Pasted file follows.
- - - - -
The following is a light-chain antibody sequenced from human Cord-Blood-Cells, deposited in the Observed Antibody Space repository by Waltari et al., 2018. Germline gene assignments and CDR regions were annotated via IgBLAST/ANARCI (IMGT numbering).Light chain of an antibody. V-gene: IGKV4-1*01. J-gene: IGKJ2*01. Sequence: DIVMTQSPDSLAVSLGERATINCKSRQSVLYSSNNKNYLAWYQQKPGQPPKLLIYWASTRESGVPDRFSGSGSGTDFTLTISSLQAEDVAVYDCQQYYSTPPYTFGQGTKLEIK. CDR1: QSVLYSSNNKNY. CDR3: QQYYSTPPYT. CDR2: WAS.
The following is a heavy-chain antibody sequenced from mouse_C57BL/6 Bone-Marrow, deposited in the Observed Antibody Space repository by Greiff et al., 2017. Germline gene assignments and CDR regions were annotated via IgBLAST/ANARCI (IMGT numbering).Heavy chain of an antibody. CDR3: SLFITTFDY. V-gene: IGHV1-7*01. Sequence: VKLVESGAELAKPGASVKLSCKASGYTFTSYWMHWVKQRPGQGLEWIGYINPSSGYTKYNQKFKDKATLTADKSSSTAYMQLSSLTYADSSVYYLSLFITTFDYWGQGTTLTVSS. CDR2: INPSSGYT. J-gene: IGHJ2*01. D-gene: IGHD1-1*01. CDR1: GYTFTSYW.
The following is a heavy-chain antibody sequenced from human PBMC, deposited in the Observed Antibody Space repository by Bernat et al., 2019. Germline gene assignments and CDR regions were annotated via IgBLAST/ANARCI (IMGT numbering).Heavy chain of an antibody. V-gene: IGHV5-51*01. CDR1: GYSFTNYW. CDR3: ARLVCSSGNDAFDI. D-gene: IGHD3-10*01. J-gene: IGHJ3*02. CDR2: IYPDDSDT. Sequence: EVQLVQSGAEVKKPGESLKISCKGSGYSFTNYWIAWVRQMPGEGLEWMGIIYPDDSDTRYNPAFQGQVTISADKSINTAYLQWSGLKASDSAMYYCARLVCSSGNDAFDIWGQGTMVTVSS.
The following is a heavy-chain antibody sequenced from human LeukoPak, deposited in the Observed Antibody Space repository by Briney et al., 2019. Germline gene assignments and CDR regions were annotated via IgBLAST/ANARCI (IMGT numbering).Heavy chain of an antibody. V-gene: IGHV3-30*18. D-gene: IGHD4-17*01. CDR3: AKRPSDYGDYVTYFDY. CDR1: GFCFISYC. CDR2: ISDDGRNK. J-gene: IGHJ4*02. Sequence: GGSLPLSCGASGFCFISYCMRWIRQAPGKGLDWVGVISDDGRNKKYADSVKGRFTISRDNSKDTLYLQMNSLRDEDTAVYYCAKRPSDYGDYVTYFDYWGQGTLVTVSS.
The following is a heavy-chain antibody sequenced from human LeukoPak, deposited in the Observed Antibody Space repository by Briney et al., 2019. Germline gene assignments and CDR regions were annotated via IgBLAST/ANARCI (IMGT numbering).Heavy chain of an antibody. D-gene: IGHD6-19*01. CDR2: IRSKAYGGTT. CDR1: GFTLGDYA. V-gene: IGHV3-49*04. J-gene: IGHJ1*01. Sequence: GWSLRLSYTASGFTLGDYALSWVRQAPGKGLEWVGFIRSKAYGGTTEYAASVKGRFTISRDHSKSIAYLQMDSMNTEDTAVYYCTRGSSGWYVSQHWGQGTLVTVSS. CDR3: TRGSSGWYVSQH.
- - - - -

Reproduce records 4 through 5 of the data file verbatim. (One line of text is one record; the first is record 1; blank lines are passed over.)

The following is a heavy-chain antibody sequenced from human LeukoPak, deposited in the Observed Antibody Space repository by Briney et al., 2019. Germline gene assignments and CDR regions were annotated via IgBLAST/ANARCI (IMGT numbering).Heavy chain of an antibody. V-gene: IGHV3-30*18. D-gene: IGHD4-17*01. CDR3: AKRPSDYGDYVTYFDY. CDR1: GFCFISYC. CDR2: ISDDGRNK. J-gene: IGHJ4*02. Sequence: GGSLPLSCGASGFCFISYCMRWIRQAPGKGLDWVGVISDDGRNKKYADSVKGRFTISRDNSKDTLYLQMNSLRDEDTAVYYCAKRPSDYGDYVTYFDYWGQGTLVTVSS.
The following is a heavy-chain antibody sequenced from human LeukoPak, deposited in the Observed Antibody Space repository by Briney et al., 2019. Germline gene assignments and CDR regions were annotated via IgBLAST/ANARCI (IMGT numbering).Heavy chain of an antibody. D-gene: IGHD6-19*01. CDR2: IRSKAYGGTT. CDR1: GFTLGDYA. V-gene: IGHV3-49*04. J-gene: IGHJ1*01. Sequence: GWSLRLSYTASGFTLGDYALSWVRQAPGKGLEWVGFIRSKAYGGTTEYAASVKGRFTISRDHSKSIAYLQMDSMNTEDTAVYYCTRGSSGWYVSQHWGQGTLVTVSS. CDR3: TRGSSGWYVSQH.